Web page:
The most frequently listed suggestions center on the need to set priorities and establish clear boundaries between work and home.

"You must learn to leave the office behind," advises Raul Meruelo of Forest Hills, NY "Remember, if you died, most clients would just pick up their files and go to their new lawyer."

Below are other responses to the following question: Do you have any suggestions for a family law practitioner on balancing work and family responsibilities?

On Setting Priorities
  • Set limits and keep them. Family should be first priority. If it is not, one should get help until it is.
  • Family responsibilities always come first. Your obligations are always first to your domestic partner and your children, then to your client-contrary to what you are taught in law school or by your bar association.
  • Always remember your family comes first. If it can't, change your profession.
  • Family first. Family law scheduling is flexible. Learn to say no.
  • Schedule your practice around family activities as much as possible.
  • Be a husband/wife or father/mother first. Being a lawyer is simply how you earn a living.

On Establishing Boundaries
  • Don't try to "fix" your clients' lives. You are a legal advisor. Require that your clients be involved with a mental health professional. Establish clear boundaries.
  • Do not ever sacrifice your family time.
  • Always keep them separate. Allow reserve time for your family.
  • Make it a rule that is never (or seldom) broken as to your work schedule. Go home and talk to your support and love your children.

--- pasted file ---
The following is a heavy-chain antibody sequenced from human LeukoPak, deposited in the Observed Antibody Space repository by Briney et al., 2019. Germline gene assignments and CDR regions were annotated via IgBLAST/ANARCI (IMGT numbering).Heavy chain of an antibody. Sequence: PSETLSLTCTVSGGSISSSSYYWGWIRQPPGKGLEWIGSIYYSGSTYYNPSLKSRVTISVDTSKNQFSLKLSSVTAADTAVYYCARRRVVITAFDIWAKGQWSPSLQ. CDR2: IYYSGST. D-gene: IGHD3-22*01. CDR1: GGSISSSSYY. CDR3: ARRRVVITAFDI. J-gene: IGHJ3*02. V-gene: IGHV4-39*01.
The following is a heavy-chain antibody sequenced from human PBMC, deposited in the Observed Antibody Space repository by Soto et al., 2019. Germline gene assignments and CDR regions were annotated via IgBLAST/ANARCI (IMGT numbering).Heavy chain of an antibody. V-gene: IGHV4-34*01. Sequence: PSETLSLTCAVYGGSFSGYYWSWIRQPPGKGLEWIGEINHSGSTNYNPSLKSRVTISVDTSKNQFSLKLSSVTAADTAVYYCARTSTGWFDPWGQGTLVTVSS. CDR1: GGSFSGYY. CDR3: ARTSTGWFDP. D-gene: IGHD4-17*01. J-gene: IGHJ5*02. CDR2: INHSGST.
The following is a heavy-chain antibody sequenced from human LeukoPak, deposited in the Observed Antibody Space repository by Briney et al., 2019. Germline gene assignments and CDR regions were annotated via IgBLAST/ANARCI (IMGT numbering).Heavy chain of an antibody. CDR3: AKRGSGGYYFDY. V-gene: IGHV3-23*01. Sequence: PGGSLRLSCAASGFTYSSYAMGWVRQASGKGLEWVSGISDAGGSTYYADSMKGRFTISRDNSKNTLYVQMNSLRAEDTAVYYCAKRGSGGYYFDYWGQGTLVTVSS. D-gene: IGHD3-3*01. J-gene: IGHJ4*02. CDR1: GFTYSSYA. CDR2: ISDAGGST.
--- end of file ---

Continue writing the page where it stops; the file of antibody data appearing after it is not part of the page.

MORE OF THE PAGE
• Keep family/recreation time sacred.
  • Don't carry your worries home.
  • Attempt to leave work problems at work. If you dwell on others' problems, it can bring you down.
  • Be careful who you give your home phone number to and explain specifics for its use.
  • Set aside time for family and don't let work interfere with that time, absent an emergency. If there are too many "emergencies," hire more support staff.
  • Draw a line and try not to cross it.
  • Leave the litigation at the office. Remember that your family, even at its psychotic, screaming worst, is healthier than your clients' families. If that's not true, get help now.
  • Leave your divorce practice in the office with little if any communication between you and your spouse as to what may be involved.

On Working Hard, Working Smart
  • Do your work no matter how long it takes. Teach your family to understand that you have deadlines to deal with at your job. Develop well organized work habits.
  • Work hard and play hard.
  • Ensure payment of legal fees by requiring a significant retainer. Don't represent family members, close friends, or yourself.
  • Run your practice and your clients. Don't allow your practice and your clients to run you.
  • Work near home.
  • Have a good staff to help you out and don't take the impossible cases unless you will be handsomely paid.
  • Look into new models, collaborative lawyering, mediation, intermediary in divorce or adoption cases.
  • You may not want to do contested divorces.
  • Don't take on all the cases that walk in the door. Be selective and limit your own work load. If you are in a large law firm that requires high billable hour, either get out (which will probably mean you make less money) or make the decision that your family has second priority behind your job.
  • Charge double rates for weekend calls at home.
  • Don't take more cases than you are able to give proper attention to. Make it clear to clients that there is very little you can do for them after 5:00 p.m. Courts are closed, etc.
  • Try to maintain an objective and non-emotionally-involved perspective of clients' cases.
  • Build an experienced staff to whom you can delegate responsibilities.
  • You will be working some evenings or weekends. Schedule one or two days per week when you leave the office at 2:00 p.m.
  • Take one week off a quarter. Take one long weekend off each month. Schedule time for appointments, work on files, calls, family, and self-and follow it. Don't work for clients who don't pay or who you dislike.